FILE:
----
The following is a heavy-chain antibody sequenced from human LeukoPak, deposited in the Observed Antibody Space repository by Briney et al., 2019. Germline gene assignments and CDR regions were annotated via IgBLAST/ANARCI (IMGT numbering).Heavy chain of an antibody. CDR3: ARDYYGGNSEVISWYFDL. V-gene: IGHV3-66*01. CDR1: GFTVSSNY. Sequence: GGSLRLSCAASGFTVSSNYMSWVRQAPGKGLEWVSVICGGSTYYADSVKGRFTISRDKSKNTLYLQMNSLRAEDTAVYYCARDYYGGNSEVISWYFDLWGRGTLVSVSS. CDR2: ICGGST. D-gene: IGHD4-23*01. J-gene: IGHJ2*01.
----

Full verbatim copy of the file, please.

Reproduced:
The following is a heavy-chain antibody sequenced from human LeukoPak, deposited in the Observed Antibody Space repository by Briney et al., 2019. Germline gene assignments and CDR regions were annotated via IgBLAST/ANARCI (IMGT numbering).Heavy chain of an antibody. CDR3: ARDYYGGNSEVISWYFDL. V-gene: IGHV3-66*01. CDR1: GFTVSSNY. Sequence: GGSLRLSCAASGFTVSSNYMSWVRQAPGKGLEWVSVICGGSTYYADSVKGRFTISRDKSKNTLYLQMNSLRAEDTAVYYCARDYYGGNSEVISWYFDLWGRGTLVSVSS. CDR2: ICGGST. D-gene: IGHD4-23*01. J-gene: IGHJ2*01.